Reformed Criminals Haunted By Digital Versions Of Their Past Selves
from the scrubbing-the-past dept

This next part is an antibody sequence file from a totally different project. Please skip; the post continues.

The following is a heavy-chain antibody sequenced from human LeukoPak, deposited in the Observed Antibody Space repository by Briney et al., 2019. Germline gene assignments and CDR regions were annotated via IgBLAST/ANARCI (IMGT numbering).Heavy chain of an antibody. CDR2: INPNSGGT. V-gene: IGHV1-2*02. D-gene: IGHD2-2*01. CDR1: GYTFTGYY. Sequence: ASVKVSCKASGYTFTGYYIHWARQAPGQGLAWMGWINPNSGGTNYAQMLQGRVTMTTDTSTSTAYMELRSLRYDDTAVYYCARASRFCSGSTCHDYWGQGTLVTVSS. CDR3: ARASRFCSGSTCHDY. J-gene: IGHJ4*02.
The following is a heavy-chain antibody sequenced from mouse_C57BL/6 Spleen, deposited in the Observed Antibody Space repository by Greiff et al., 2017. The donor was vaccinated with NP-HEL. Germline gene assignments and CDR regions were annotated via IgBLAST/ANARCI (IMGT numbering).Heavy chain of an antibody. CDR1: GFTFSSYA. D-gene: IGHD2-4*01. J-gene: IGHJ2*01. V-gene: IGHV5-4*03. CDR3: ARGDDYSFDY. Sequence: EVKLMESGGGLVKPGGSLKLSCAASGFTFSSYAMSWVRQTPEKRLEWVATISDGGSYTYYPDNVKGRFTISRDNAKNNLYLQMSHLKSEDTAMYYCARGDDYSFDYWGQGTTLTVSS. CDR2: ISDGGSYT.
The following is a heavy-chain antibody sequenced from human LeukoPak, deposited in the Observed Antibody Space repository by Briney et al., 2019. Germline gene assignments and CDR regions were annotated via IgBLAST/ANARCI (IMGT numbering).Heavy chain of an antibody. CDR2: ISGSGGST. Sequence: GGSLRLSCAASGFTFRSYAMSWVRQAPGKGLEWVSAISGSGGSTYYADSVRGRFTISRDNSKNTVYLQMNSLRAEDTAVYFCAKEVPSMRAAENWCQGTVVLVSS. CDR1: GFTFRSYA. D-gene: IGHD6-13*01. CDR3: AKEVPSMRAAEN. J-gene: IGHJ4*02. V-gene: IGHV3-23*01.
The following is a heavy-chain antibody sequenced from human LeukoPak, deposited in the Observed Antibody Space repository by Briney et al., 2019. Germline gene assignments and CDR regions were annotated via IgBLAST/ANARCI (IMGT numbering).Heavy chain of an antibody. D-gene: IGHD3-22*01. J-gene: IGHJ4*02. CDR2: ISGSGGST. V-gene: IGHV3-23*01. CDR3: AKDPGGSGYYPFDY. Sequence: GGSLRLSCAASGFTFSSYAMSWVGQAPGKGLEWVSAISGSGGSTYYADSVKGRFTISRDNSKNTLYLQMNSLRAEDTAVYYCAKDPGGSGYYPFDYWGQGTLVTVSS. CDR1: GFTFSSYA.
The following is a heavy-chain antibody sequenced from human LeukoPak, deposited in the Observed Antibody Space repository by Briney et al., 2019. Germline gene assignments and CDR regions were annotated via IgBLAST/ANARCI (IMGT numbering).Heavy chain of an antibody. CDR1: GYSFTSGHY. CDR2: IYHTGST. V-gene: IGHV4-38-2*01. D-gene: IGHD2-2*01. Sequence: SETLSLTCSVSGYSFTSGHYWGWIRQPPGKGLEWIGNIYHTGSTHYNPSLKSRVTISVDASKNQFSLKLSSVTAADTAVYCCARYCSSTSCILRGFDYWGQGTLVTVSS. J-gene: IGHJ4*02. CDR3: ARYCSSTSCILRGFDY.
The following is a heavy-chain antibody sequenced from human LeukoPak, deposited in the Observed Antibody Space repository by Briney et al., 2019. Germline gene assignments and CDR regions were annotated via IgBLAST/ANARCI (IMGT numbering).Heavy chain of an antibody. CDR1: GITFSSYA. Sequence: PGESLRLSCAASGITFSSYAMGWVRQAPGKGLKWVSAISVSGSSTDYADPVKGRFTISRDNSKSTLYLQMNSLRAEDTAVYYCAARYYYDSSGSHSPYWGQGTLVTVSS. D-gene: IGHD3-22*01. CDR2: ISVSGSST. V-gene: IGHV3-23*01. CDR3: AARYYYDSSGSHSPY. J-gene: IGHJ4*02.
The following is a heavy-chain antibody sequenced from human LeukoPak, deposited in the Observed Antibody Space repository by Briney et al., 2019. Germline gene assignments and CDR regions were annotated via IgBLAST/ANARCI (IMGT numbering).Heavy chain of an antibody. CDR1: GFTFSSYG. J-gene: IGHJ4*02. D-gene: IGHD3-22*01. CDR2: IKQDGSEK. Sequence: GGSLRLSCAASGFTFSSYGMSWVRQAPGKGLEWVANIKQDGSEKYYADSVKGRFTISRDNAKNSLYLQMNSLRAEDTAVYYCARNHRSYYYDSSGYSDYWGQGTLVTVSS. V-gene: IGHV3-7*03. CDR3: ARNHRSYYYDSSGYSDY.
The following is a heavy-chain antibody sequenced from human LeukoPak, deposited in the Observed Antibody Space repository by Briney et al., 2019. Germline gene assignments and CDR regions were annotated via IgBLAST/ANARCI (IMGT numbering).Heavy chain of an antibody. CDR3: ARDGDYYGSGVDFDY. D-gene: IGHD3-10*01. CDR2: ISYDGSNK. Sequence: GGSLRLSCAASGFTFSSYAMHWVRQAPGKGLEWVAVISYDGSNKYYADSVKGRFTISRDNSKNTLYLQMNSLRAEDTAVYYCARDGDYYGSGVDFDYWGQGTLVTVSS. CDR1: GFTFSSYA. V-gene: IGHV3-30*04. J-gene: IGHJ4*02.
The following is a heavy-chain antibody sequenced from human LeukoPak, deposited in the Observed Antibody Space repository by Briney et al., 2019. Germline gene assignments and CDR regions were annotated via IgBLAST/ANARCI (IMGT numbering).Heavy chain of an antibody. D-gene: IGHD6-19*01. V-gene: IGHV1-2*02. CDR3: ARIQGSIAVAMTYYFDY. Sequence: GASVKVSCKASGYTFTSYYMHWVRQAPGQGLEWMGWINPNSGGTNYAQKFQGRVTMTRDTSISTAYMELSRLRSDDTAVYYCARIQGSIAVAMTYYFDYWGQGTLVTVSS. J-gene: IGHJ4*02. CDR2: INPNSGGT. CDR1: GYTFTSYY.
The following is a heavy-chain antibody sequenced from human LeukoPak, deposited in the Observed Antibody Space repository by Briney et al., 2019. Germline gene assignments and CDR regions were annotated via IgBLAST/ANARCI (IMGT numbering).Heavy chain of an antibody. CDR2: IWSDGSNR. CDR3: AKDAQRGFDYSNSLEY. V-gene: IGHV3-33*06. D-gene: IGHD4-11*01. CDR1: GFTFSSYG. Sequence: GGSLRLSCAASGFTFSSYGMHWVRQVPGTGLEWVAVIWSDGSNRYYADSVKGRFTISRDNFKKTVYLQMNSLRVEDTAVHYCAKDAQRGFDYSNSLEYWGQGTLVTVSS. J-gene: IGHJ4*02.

There's been a lot of talk this past week about the damage that can be done to an individual's reputation through online message boards. The discussion centered around a certain website for law students that many claim is a hotbed of defamatory statements that can hurt students' employment prospects. Still, it's not clear that the site is really a problem, or that employers are really taking what's said on the site into account when making hiring decisions. But there's no question that many employers do take steps to find out about prospective employees, whether it's through Google or other databases of criminal activity. As we've mentioned in the past, Google has become a digital permanent record, preventing people from leaving behind embarrassing moments from their past. People with criminal records face their own set of challenges. Often these records make it hard for them to get jobs; even if they get their convictions officially expunged or reduced, it can be very difficult to get those keeping the databases to make the changes. And if the changes aren't made, then it's meaningless to talk about what the official record is. It doesn't help that the leading company in charge of such a database already has a poor track record when it comes to keeping its data accurate. Even if it's difficult, at least there is a protocol for getting these things fixed. If you had a night of drunken debauchery that got written about on people's online diaries, there's no official channels to go through. In either case, whether it's an embarrassing incident on Google or an old felony, the best thing is to establish a more recent positive track record, and hope that that's what gets noticed.